Mains Test Series
Tertiary and Quaternary Activities
The tertiary sector is also known as the service sector, defined as a wide range of activities of the economy that involves the provision of service to businesses as well as final consumers. Tertiary sectors cover commerce, administration, transport, finance, real estate, business and personal service, etc.
The function of the tertiary sector is to help in the development of the primary and secondary sectors. It is heavily dependent upon scientific research and innovative development to increase productivity. Present scenario of tertiary sector
- Contribution to GDP– India has the fastest-growing service sector, which contributes over 54% to the country’s GDP. The IT and IT-enabled services (ITeS) industry is one of the most significant contributors to the service sector in India.
- Contribution to export–India’s service export market share is about 4% in 2021
- FDI inflow– The tertiary sector is the largest recipient of FDI inflow.
- India holds the 7th position globally in the highest output from tertiary industries.
Potential of Tertiary Sector Economic Growth in India
- The growing aspirational living standard–Tertiary sector uplifts people’s living standards and allows them to spend comfort and leisure-based activities, tourism, sports and restaurants.
- Higher Margins than the primary and the secondary sectors, generating more profits.
- Less capital intensive than the primary and manufacturing sector in most cases.
- Improves labour productivity – Education, Health, technology, innovation, banking, and insurance play a significant role in the upliftment of the population in terms of skilling, better health, financial inclusion, etc.
- Generate tax revenue – The service sector is the major contributor to revenue for the government in India.
- Increasing the purchasing power – Increasing labour productivity brings higher wages, thus increasing their purchasing capacity.
- Future orientation – Rise in demand for service to generate employment. Skilled IT human resources has made it a global outsourcing hub.
- Supports other Industries – Application of IT solutions and financial innovation brings efficiency to production and supply chains.
- Generates Foreign exchange – India heavily relies on service exports for foreign exchange. It is the only sector that remains in a trade surplus. For example, India’s healthcare sector is cost-competitive compared to developed nations, attracting medical tourism.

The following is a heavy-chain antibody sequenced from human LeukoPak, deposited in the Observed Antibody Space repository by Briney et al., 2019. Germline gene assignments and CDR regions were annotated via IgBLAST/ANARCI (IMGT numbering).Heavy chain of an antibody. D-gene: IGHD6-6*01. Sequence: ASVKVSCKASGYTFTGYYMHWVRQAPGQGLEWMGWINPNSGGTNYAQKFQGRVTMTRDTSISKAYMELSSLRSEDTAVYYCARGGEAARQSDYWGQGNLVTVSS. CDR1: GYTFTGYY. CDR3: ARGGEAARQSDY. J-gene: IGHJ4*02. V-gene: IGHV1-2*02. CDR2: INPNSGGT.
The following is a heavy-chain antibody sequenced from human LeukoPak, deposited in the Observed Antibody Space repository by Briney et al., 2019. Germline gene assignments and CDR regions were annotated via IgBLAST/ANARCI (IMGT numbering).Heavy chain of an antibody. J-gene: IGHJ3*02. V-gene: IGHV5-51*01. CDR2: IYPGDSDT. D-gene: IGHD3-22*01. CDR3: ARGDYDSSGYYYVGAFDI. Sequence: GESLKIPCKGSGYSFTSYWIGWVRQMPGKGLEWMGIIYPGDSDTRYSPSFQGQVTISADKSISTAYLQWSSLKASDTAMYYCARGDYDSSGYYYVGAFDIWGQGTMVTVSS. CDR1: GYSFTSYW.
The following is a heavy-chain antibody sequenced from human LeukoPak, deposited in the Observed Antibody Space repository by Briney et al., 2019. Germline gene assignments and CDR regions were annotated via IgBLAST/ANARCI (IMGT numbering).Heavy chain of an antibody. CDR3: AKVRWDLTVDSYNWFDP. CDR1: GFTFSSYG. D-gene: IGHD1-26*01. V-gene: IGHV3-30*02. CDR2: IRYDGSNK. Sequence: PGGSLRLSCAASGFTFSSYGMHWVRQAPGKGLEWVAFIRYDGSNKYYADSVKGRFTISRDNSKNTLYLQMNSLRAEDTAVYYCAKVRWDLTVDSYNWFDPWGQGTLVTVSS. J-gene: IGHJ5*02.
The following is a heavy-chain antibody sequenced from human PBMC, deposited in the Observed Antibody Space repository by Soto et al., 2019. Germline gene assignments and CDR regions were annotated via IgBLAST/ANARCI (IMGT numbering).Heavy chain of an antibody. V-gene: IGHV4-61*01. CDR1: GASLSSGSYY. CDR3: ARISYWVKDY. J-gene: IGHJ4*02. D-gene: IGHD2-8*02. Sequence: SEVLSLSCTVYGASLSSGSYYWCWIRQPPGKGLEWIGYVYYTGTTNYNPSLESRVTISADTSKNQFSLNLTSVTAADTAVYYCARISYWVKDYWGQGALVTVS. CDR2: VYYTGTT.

Constraints of the tertiary sector
- Lack of government incentives– The government has not provided adequate incentives on the same line as the manufacturing sector.
- Lack of infrastructure– Infrastructure like transportation communication limits the potential service to hospitality and tourism, etc.
- Lack of skill manpower-skill manpower is confined to mainly IT sectors only. Shortage of skilled manpower in the tourism and hospitality sector, etc.
- Trade restriction– Service distortion on restriction imposed by foreign governments like restriction of movement of professionals, domestic certification for foreign service provider tax on offshore income of Indian service farm, etc.
Measures taken by the government
- Under the GST regime, the government promotes zero tax for the education and health sectors.
- Centre has formulated an action plan for the champion sector in services to give focused attention12 identified champion service sector.
- Production-linked incentive scheme to boost manufacturing of telecom and networking products.
- A credit incentive programme to boost healthcare infrastructure in the country.
The tertiary sector in India has the highest employment generation and GDP contribution. It has the potential to grow and the capability to provide highly productive jobs, thus resulting in revenue generation. The tertiary sector will play a significant role in shaping the country’s future in the coming years.
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